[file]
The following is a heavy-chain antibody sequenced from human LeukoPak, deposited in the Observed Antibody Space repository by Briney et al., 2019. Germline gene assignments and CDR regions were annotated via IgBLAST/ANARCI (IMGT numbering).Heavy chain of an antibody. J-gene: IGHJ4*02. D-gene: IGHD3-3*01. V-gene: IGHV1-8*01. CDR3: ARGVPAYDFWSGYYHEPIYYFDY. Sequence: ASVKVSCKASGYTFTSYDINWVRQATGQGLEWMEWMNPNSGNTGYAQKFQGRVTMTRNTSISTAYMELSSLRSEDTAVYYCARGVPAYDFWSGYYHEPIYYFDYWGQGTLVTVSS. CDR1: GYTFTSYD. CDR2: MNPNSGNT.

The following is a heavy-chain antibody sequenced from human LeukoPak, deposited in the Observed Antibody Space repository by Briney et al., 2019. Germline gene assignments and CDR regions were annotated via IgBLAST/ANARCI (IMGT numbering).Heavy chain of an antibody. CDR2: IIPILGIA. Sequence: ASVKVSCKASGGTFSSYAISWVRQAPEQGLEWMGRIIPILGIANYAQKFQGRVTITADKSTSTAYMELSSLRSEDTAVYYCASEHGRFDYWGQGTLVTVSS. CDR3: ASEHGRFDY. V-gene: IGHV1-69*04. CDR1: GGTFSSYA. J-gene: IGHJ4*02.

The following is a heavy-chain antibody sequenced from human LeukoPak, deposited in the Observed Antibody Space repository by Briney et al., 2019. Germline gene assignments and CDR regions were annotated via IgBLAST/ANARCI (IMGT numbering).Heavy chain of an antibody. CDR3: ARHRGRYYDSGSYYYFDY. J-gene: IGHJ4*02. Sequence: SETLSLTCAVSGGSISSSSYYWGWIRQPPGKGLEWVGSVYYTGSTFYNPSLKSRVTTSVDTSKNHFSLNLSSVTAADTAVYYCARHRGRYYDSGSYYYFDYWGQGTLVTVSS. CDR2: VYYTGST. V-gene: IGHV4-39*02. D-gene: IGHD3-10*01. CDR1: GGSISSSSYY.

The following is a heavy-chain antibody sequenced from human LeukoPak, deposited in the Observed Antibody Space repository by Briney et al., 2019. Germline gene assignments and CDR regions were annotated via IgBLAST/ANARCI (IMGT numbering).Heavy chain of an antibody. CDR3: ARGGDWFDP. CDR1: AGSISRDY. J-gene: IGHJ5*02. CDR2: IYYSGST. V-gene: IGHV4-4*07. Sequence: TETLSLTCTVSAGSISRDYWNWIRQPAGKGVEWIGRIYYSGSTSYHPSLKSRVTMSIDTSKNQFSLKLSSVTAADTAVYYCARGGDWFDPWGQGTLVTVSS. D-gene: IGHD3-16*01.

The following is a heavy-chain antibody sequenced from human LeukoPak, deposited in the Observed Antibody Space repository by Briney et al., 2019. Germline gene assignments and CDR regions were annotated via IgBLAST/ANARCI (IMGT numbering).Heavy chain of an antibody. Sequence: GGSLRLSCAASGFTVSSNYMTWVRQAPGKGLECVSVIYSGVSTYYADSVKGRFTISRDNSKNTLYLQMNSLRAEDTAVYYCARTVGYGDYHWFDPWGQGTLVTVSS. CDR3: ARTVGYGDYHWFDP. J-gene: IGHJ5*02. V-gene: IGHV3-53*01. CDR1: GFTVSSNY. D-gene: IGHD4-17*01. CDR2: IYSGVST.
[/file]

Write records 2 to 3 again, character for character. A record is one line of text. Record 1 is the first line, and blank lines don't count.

The following is a heavy-chain antibody sequenced from human LeukoPak, deposited in the Observed Antibody Space repository by Briney et al., 2019. Germline gene assignments and CDR regions were annotated via IgBLAST/ANARCI (IMGT numbering).Heavy chain of an antibody. CDR2: IIPILGIA. Sequence: ASVKVSCKASGGTFSSYAISWVRQAPEQGLEWMGRIIPILGIANYAQKFQGRVTITADKSTSTAYMELSSLRSEDTAVYYCASEHGRFDYWGQGTLVTVSS. CDR3: ASEHGRFDY. V-gene: IGHV1-69*04. CDR1: GGTFSSYA. J-gene: IGHJ4*02.

The following is a heavy-chain antibody sequenced from human LeukoPak, deposited in the Observed Antibody Space repository by Briney et al., 2019. Germline gene assignments and CDR regions were annotated via IgBLAST/ANARCI (IMGT numbering).Heavy chain of an antibody. CDR3: ARHRGRYYDSGSYYYFDY. J-gene: IGHJ4*02. Sequence: SETLSLTCAVSGGSISSSSYYWGWIRQPPGKGLEWVGSVYYTGSTFYNPSLKSRVTTSVDTSKNHFSLNLSSVTAADTAVYYCARHRGRYYDSGSYYYFDYWGQGTLVTVSS. CDR2: VYYTGST. V-gene: IGHV4-39*02. D-gene: IGHD3-10*01. CDR1: GGSISSSSYY.